On October 23rd, Donald Trump announced that Sudan would begin the process of normalizing relations with Israel. The declaration, which was part of a deal to remove Sudan from the US list of state sponsors of terror, follows last month’s pledges by the United Arab Emirates and Bahrain to recognize the Jewish state. Trump and Benjamin Netanyahu have claimed that those peace deals—dubbed “The Abraham Accords”—will promote “human dignity and freedom” in the Middle East.
Twelve days after the Abraham Accords were signed, a poet named Dhabiya Khamis tried to exercise her freedom to leave the UAE. Her government barred her from boarding the plane. “The ban is probably because of my announced opinion against Zionism and normalization,” Khamis declared. “I fear for my freedom and life from being threatened and arrested.” Those fears were well-founded. According to a report in Middle East Monitor, “scores of Emiratis, Palestinians and Jordanians living in the UAE” had already been jailed “for opposing Abu-Dhabi’s peace deal with Israel.”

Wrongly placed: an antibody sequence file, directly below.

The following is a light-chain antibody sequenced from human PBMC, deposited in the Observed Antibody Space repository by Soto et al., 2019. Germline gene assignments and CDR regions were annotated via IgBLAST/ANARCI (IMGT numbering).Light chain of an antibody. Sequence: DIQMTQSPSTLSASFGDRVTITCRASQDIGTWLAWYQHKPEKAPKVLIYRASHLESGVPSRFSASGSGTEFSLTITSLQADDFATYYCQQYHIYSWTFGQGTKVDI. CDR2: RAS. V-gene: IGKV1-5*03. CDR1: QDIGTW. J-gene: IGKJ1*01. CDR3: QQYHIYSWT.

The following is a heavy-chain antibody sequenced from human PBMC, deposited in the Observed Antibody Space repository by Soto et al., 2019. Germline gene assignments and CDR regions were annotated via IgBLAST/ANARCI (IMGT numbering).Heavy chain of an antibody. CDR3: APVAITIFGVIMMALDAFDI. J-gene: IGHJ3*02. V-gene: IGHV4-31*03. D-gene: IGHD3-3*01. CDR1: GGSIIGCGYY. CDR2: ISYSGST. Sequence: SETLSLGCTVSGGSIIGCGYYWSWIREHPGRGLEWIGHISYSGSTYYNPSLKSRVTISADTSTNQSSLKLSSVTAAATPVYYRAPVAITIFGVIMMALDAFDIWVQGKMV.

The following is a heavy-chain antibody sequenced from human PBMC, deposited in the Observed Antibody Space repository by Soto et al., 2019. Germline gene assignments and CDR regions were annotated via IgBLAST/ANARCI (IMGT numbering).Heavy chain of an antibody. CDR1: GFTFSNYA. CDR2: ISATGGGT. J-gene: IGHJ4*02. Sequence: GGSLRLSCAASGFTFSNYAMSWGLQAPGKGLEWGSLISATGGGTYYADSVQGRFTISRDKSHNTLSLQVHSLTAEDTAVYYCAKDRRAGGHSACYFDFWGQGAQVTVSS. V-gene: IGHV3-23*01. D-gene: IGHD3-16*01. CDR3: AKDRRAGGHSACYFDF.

Khamis’s experience illustrates a harsh truth: Although Israel’s diplomatic breakthroughs in the Persian Gulf have elicited bipartisan praise in Washington, they rely on—and contribute to—brutal repression. In Sudan, which is undergoing a fragile transition after three decades of dictatorial rule, normalization imperils democracy too. The reason is simple. In a region where sympathy for the Palestinian cause still runs deep, recognizing Israel elicits fierce popular opposition. To implement normalization agreements, therefore, Netanyahu and Trump need their Arab partners to quash domestic dissent. For years, Israel’s boosters have bemoaned the lack of democracy in the Middle East. Ironically, it is that lack of democracy on which Israel’s peace diplomacy largely depends. [Continue reading…]